I have written and re-written this blog article a few times. It is hard to find the right words for this topic because so much of the information that I found is heartbreaking. Amid all the tragedy around the world, “more love less hate” is the chant of much of our society. Ironically, a certain population has been given a death sentence from society and is even the target of “killing off” their entire population. This demographic of individuals has the capacity to love and empathize in a way that I believe more of us need to learn.
Iceland’s attempt to eliminate an entire population of human beings- using abortion- that just so happen to be individuals with Down Syndrome is by no other word, wrong. News stories can be found with headlines such as “Iceland has practically eliminated Down Syndrome”. No, Iceland, you’ve eliminated people, you’ve eliminated future generations- without acknowledging the devastation that abortion can bring about. Does the word Holocaust come to mind?
In a report done by CBS, “Since prenatal screening tests were introduced in Iceland in the early 2000s, the vast majority of women — close to 100 percent — who received a positive test for Down syndrome terminated their pregnancy.” And the US is not far behind with a termination rate of 67 percent!
Let’s talk about these wonderful individuals that society has deemed “undeserving of life”.
Facts and myths
Myth: People with Down Syndrome won’t live long.
Fact: Research has shown that individuals with Down’s can live to be 60 years old or even older- with proper medical guidance.
Myth: People with Down Syndrome cannot live a mainstream lifestyle.
Fact: Most people with Down syndrome learn to walk and talk, and many are now attending mainstream schools, passing exams and living full, semi-independent adult lives. Examples of this can be seen all over Hollywood!
Myth: Down Syndrome only occurs in pregnancies of women over 35 years old.
Fact: due to higher fertility rates in younger women, 80% of children with Down syndrome are born to women under 35 years of age.
I don’t think the issue lies in the access to abortion, which obviously plays a huge role in this crisis. Instead, I think the larger problem stems from society’s inability to recognize personhood and lack of knowledge of when human rights, more so when human life, begins. This issue does not just affect those with Down Syndrome, it is the way our culture reassures mothers that their child with a poor prenatal diagnosis, of any abnormality, is better left terminated. The problem lies in our culture not valuing every single life as unique and worthy.
January Event in a Box
This month we want to focus on how your group responds to the argument of fetal abnormalities and Human Rights. As a group, put together your objections to the fetal abnormality debate – here are SFLA’s objections:
- The preborn child is a human being. As a human being, he or she deserves the right to Life that is protected by our constitutional law and promoted at large in society. To abort the child is to intentionallyend his/her life.
- Even if the child is expected to die (during pregnancy or soon after), aborting the child will only add to the family’s grief. It forces the family to intentionally and violently end their child’s life. Instead, perinatal hospice allows parents to just be parents to their child, and enjoy the time they have with their child while providing specific comfort care to their baby.
- Carrying the child to term and spending a few final moments with the child allows the mother and the family to come to terms with their child’s death and to spend a short-time with their child before his/her passing. This child’s short life will be filled with love rather than violently ended in the womb.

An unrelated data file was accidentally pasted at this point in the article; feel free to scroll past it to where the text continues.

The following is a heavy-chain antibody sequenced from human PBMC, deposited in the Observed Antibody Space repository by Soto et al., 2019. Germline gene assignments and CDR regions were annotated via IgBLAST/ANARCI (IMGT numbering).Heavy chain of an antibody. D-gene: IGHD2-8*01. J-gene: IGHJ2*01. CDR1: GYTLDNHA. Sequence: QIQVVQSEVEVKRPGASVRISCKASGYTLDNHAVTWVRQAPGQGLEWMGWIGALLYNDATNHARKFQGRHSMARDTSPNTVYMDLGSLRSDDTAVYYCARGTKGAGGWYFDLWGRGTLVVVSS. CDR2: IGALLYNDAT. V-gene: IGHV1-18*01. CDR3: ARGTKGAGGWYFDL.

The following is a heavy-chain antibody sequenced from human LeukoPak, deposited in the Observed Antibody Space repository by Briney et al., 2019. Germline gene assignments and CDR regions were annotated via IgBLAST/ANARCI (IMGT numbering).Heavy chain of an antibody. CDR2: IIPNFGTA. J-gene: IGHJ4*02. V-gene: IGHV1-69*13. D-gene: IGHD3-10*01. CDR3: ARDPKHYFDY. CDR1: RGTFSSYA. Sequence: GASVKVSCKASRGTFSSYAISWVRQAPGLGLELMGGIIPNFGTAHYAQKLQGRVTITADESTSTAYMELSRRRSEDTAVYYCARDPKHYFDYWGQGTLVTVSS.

- A child with a disability (e.g. mental or physical handicap) is no less of a human person than any other living person.They have the potential to have a life full of happiness regardless of their disability, and they should be respected like any other human being.
How to use the box
Use the material included to host a “Human Rights” tabling event (contact your RC for training and tabletop supplies)
Have a discussion on your campus about the Iceland Down Syndrome crisis, how would you respond if the US started doing this? This will spark conversation about human rights and when life begins. RECRUITMENT!
What’s in the box?
- Fetal Abnormalities postcard
- Down Syndrome Facts Flyer
- Human Rights Tabletop Preview- ask your RC about bringing it to your campus
- Human Rights postcard
Order the January Event-in-a-Box by contacting your Regional Coordinator TODAY!
If you are a student in Southern CA or AZ, contact Camille Rodriguez.
If you are a student in WA, contact Katie Lodjic.
If you are a student in NJ or NY, contact Kate Maloney.
If you are a student in CO or NM, contact Bethany Janzen.
If you are a student in MI, contact Audrey Nitzel.
If you are a student in MD, PA, DC, or DE, contact Michele Hendrickson.
If you are a student in KY or TN, contact Brenna Lewis.
If you are a student in NE, SD, or KS, contact Savannah Falter.
If you are a student in TX, contact Sarah Zarr.
If you are a student in NC, SC, GA, or FL, contact Ryan Eyrich.
If you are a student in VT, ME, RI, NH, CT, or MA, contact Abby Young.
If you are a student in VA or WV, contact Lori Cascio.
If you are a student in Northern CA, contact Anna Arend.
If you are a student in OR or ID, contact Nichole Bentz.
If you are a student in OH, contact Morgan Getts.
If you are a student in IN, contact Anna Allgaier.
If you are a student in IA or IL, contact David Cordaro.
If you are a student in MN, contact Maddie Schulte.
If you are a student in MO, contact Reagan Barklage.
If you are a student in a state not listed, contact Brielle Heraty.
If you don’t have a pro-life group on your campus, but are interested in starting one, please contact us. We’d love to help you get started!